The Agony of Choice

If you have just arrived at this hallowed establishment, bright-eyed and eager, you may be thinking the hard part is over – writing those essays, studying for the GMAT etc. But no, the toughest challenge lies ahead. But not yet, you will have to wait nearly a year. Then you too will experience the joys of EC Pre-Registration, followed by the delights of the Add/Drop process.

Given that all of the ECs reading this article (at least 4 of them) are by this point smiling wryly and nodding their heads, whereas the RCs are baffled by the idea that anything could be tougher than that wooden slat puzzle from team-building, I will attempt to explain this wondrous system:

– Halfway through next semester you will be told that finally you are deemed responsible enough to choose courses which interest you, which you can benefit from and that will give you a fully-rounded yet specialized business education. (Rather than just choosing all the ones you know you can get a good grade in).

– You will be repeatedly told how important this process is.

– You will be told that you need to choose a selection of courses that is broad yet deep (you may be shown a diagram on an upside-down T at this point).

– You will also be told that it is important to take into account the professor as well as the course.

– You will be given a further set of complex criteria involving Y-schedules, half-courses, field study credits and something called ‘auditing’.

– You will be told to talk to all your EC buddies about their recommendations.

– All of your EC buddies will tell you totally conflicting things about a variety of courses, to the point where you suspect they are ganging up to have a laugh at your expense (“Can you believe she bought it when I said International Financial Management was an easy course.? Mwa ha ha ha”)

– You will be given the results of an array of polls giving you information on everything from how much work each course is to whether most students last year liked the professor’s aftershave.

– You will be given a booklet giving the official descriptions of the courses, which will take until September if you try to read the whole thing.

– You will have long conversations with all of your classmates about their picks, and constantly worry every time someone sounds enthusiastic about a course you hadn’t considered.

– You will try to sneakily put people off the popular classes (“I heard Frances Frei gives really tough random cold-calls, and that the consumer marketing project is really time-consuming.”)

– You will attend several information sessions where they will explain that the whole system is based on a random lottery, a sophisticated computer program and the alignment of the moon with Jupiter. They will also emphasise again how important it is to take it seriously and how it will affect your whole career.

– You will realize that all of your top choices are in the same time slot, but you still will not accept that you can’t take them all.

– You will be told again that it is vital you take this seriously and do not mess up your ranking, otherwise you’ll end up taking. (gulp). the WRONG COURSES.

– You will develop various potential ranking systems, and then re-do them trying to second-guess the course picks of all 899 of your classmates.

– You may build a model.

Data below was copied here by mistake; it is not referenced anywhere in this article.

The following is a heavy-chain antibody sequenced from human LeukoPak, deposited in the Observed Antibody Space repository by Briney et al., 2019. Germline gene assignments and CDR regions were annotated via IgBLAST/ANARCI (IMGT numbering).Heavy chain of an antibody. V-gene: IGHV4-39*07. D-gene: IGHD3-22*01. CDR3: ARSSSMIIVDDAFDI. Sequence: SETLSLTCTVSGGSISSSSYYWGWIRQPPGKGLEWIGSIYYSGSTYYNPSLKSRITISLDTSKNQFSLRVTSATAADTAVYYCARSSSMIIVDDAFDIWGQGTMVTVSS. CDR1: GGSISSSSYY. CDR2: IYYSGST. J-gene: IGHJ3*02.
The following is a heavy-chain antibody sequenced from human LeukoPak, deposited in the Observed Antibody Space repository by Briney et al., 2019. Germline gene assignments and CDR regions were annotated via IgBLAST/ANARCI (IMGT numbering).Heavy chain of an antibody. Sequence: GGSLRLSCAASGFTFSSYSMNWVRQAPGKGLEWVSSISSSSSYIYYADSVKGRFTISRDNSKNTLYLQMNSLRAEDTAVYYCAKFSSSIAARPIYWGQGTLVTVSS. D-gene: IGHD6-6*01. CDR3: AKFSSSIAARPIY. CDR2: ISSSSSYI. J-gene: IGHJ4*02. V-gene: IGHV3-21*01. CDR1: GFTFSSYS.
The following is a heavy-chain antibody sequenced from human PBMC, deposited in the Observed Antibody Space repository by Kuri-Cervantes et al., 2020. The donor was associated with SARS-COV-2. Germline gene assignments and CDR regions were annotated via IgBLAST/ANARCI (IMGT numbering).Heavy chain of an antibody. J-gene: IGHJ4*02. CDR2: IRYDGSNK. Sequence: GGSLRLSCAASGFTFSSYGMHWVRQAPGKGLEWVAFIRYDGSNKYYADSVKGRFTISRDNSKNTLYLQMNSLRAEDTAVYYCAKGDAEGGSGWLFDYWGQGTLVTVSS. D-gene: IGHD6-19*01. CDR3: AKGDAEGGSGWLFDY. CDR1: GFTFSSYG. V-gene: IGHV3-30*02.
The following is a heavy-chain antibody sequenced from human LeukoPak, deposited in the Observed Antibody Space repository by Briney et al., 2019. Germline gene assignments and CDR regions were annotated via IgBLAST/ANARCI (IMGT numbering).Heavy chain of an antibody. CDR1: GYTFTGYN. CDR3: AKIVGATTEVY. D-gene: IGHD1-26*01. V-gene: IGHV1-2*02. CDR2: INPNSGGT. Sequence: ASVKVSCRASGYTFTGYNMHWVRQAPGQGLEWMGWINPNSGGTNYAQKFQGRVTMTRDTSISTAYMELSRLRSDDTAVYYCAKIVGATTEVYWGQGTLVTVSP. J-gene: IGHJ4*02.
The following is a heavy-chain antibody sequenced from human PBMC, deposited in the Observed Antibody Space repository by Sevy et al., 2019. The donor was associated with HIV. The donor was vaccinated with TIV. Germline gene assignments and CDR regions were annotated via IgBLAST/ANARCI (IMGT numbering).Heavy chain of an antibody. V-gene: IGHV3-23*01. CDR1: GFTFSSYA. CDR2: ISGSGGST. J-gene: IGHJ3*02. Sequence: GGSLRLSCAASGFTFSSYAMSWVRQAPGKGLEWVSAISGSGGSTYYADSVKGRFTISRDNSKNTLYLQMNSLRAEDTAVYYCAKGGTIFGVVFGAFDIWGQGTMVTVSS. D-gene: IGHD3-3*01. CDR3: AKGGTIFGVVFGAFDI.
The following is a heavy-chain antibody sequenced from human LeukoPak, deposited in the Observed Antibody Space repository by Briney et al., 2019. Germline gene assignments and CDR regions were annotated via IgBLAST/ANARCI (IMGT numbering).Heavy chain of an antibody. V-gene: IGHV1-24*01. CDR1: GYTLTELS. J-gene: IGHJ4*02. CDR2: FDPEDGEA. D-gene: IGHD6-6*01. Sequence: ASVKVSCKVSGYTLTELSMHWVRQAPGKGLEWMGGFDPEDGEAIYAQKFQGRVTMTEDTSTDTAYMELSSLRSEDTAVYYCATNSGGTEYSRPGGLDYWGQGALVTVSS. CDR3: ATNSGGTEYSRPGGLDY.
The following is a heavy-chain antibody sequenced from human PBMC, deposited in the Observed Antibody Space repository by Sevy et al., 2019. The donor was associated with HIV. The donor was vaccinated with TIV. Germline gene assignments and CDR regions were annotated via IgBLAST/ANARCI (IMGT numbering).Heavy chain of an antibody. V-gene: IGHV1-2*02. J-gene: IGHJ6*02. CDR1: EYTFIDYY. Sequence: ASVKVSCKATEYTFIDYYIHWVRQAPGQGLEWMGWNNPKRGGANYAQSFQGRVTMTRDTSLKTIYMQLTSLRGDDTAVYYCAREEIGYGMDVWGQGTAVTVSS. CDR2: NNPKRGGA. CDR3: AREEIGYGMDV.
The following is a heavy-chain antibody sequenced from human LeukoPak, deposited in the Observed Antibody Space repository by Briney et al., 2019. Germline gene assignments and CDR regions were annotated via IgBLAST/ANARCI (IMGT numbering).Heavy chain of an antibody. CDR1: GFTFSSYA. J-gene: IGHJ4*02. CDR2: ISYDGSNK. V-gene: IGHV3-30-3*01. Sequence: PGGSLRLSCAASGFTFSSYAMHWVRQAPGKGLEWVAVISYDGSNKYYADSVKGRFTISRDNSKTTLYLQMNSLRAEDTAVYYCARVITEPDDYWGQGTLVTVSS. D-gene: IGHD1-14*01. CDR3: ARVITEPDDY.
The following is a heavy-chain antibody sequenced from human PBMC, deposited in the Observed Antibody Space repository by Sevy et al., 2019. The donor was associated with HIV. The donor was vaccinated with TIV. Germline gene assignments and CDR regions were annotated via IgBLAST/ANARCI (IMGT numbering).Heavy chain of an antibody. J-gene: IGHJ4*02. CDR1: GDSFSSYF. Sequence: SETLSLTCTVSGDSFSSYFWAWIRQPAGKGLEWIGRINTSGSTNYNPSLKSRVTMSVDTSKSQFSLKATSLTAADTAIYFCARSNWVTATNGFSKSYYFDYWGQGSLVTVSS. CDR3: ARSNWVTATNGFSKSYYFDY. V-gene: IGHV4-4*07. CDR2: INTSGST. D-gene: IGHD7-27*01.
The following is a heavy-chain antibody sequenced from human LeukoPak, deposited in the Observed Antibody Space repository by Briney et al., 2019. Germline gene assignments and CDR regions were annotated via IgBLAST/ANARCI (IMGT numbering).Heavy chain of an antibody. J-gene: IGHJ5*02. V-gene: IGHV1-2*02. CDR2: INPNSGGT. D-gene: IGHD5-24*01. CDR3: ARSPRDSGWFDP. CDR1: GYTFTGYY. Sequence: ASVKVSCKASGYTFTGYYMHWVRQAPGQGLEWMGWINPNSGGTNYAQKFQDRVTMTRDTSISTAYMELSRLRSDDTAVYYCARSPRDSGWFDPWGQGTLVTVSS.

– You will be expected to enter your ranking on an extremely un-user friendly interface that makes you delete courses you have laboriously chosen from a phenomenally long drop-down list every time you want to change a ranking. Which you will. Incessantly.

– Halfway through the summer you will be told that actually, you do get another chance to pick, and that just to make it harder they’ve moved a few of the courses around, added another one and cancelled two of you favourites.

– Repeat as above, but this time while trying to survive working 24/7 during your PE internship or hiking up a mountain saving fruitbats in Somalia.

– You will get your final class list, which will convince you that the entire system is not only grossly unfair, but probably all an elaborate sham. Secretly everyone’s rankings are thrown out and a load of undergrad interns spend the summer randomly assigning people to classes according to their whims.

– You will drop all cross-registered courses at KSG and optional language courses at FAS within your first few days. They involve crossing the river, what were you thinking..?!

– Once you get to experience your classes you will find that it is not at all what you expected: the classes you thought you would struggle in are fantastic; the ones you thought you would love send you to sleep. Congratulations, you now have to attempt to understand Add/Drop.

– Add/Drop is very similar to the process above, except less well explained and condensed into a smaller time period. An algorithm will be mentioned. You will be given examples that don’t resemble your situation at all.

– You will still not get any of your first choice courses, but you will at least get a chance to move from that pesky 8.30am strategy course to the more civilised 10.05 section.

– Come winter, you get to do this last bit all over again, but this time round your only criteria will be: trying to have only X-schedule classes; trying to have no 8.30am starts; making sure you have all exams and no papers; and getting into the same classes as all of the cute people you haven’t hooked up with yet, as you only have three months of opportunity left to impress them with your brilliant comments.

– In two years time I guarantee you won’t be able to name more than four classes you took in your EC year. And even then you probably won’t remember what the acronyms stand for. Business, Selling and Strategizing Entrepreneurially..

September 17, 2007
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